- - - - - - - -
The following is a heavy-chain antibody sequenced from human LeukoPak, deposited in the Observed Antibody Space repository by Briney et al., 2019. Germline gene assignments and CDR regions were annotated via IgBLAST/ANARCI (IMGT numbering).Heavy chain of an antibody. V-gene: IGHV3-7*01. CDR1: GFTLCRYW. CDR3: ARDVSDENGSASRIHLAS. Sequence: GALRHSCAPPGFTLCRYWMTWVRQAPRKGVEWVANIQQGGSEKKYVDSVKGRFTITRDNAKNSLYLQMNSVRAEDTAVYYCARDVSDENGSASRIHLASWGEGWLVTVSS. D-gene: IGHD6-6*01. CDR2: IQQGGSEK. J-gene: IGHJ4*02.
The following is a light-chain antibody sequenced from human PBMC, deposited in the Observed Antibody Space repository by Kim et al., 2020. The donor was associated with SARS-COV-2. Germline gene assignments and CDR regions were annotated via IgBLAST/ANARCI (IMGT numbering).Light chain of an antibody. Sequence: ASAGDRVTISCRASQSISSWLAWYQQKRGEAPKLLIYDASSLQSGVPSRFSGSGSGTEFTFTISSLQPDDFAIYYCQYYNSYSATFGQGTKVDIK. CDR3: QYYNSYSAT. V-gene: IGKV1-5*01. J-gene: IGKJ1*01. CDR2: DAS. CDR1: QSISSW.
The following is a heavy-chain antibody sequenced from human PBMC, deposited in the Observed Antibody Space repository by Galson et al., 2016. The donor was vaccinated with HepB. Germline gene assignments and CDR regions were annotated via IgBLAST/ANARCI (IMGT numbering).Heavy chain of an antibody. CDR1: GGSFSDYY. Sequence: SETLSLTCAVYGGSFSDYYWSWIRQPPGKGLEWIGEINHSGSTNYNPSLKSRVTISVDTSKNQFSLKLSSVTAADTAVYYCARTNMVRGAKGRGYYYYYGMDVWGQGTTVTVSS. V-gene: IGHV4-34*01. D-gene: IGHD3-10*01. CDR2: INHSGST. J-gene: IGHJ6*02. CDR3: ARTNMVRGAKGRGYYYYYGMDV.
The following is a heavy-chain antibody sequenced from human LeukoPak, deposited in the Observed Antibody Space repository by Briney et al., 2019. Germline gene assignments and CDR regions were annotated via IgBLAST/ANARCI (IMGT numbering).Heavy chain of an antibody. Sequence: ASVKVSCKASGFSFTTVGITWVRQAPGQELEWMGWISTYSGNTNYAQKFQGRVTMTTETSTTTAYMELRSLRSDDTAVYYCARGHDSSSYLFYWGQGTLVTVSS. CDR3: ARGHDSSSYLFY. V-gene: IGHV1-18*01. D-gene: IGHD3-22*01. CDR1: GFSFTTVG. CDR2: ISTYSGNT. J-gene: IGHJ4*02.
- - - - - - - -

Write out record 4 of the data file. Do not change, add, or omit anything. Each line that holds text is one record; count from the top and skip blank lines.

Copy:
The following is a heavy-chain antibody sequenced from human LeukoPak, deposited in the Observed Antibody Space repository by Briney et al., 2019. Germline gene assignments and CDR regions were annotated via IgBLAST/ANARCI (IMGT numbering).Heavy chain of an antibody. Sequence: ASVKVSCKASGFSFTTVGITWVRQAPGQELEWMGWISTYSGNTNYAQKFQGRVTMTTETSTTTAYMELRSLRSDDTAVYYCARGHDSSSYLFYWGQGTLVTVSS. CDR3: ARGHDSSSYLFY. V-gene: IGHV1-18*01. D-gene: IGHD3-22*01. CDR1: GFSFTTVG. CDR2: ISTYSGNT. J-gene: IGHJ4*02.